Coal India is offering 63.16 crore shares (10 per cent of government’s stake), with a face value of Rs 10 each. Of the total issue size, 10 per cent has been earmarked for CIL’s nearly 4 lakh employees.
The Central Government on Tuesday fixed the price band of Coal India's (CIL) initial public offering (IPO) at Rs.225-245 a share. The decision was taken by a ministerial panel headed by Finance Minister Pranab Mukherjee.
“Coal India IPO price band has been fixed at Rs.225-245 a share. We expect to raise over Rs.15,000 crore from the issue,” Coal Minister Sriprakash Jaiswal told reporters after the meeting of an Empowered Group of Ministers (EGoM) in New Delhi.
Officials connected with the IPO told The Hindu that the issue was set to be launched in Mumbai on Wednesday when road shows would be held.
Brokerages welcomed what is now set to be India's biggest share-sale which will generate around Rs.15,515 crore at the higher band. They saw it as very fairly priced issue which would bring long-term gains to the investors. Top brokers told The Hindu that the stock was of very high quality and should be in one's portfolio. “It is a unique asset to hold,” they said.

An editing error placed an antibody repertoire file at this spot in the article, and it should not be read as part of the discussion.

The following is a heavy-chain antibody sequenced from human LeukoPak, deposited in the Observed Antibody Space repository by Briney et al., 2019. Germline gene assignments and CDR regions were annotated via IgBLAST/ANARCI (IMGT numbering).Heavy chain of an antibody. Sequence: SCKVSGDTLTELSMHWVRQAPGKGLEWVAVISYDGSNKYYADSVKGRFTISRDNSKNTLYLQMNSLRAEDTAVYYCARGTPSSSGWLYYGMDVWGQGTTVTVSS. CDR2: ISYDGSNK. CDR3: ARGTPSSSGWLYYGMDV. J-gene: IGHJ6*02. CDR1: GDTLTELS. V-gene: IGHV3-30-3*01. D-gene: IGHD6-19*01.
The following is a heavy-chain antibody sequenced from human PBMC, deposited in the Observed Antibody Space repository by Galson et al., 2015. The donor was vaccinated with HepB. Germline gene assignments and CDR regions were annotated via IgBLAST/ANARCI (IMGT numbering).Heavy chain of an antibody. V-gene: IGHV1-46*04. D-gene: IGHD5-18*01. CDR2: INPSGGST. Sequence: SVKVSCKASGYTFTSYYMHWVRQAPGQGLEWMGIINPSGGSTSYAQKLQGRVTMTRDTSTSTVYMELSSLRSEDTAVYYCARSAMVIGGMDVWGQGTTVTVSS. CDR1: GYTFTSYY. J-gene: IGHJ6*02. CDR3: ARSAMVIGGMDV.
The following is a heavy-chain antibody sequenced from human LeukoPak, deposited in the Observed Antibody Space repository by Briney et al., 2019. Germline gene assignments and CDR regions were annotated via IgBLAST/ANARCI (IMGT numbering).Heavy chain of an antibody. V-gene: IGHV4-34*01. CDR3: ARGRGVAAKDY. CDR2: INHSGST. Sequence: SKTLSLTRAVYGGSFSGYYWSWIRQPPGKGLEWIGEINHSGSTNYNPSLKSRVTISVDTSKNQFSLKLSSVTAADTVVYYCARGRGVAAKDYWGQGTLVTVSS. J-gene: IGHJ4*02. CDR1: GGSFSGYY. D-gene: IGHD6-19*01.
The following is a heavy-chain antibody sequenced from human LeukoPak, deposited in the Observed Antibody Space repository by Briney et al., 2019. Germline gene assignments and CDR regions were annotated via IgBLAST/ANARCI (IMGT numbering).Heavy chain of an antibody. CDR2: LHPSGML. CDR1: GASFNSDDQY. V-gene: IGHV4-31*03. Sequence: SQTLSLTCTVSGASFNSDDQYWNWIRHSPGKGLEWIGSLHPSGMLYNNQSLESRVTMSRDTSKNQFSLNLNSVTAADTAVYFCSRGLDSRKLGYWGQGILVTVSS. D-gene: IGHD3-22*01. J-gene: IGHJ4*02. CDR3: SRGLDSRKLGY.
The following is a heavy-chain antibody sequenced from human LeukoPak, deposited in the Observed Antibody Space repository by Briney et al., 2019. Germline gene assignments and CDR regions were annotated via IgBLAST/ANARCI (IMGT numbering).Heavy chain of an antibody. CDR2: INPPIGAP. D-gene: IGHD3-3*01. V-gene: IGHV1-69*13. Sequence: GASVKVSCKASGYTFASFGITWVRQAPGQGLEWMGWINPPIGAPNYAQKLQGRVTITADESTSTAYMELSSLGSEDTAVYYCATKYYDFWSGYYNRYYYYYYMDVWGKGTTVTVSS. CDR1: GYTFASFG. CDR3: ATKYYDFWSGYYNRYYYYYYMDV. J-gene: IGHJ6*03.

The government is seeking to divest 10 per cent of its equity in the navratna company through the sale of 63.33 crore shares of which one per cent has been reserved for employees who would get the shares at a five per cent discounted price. This facility would also be available for retail investors. The minimum bid has been pegged at 100 with further bids being available in multiples of 10.
In another significant development, the trade unions, which were earlier planning to greet the issue on its opening date on October 18 with a week-long strike, are all set to withdraw their programme with two of the major trade unions — the Centre for Indian Trade Unions and the All India Trade Union Congress — withdrawing their support to the strike. The Indian National Trade Union Congress had already maintained a distance from the opposition.
Motilal Oswal of Motilal Oswal Financial Services told The Hindu that the issue was sure to generate substantial interest, especially that of foreign institutional investors. “Investors should be happy .. it is very fairly priced,” said Amit Rathi of Anand Rathi Financial Services. Sources connected with the IPO said that several top overseas investors had shown great interest in the issue in the just concluded road shows in the U.S., England, Australia and Singapore.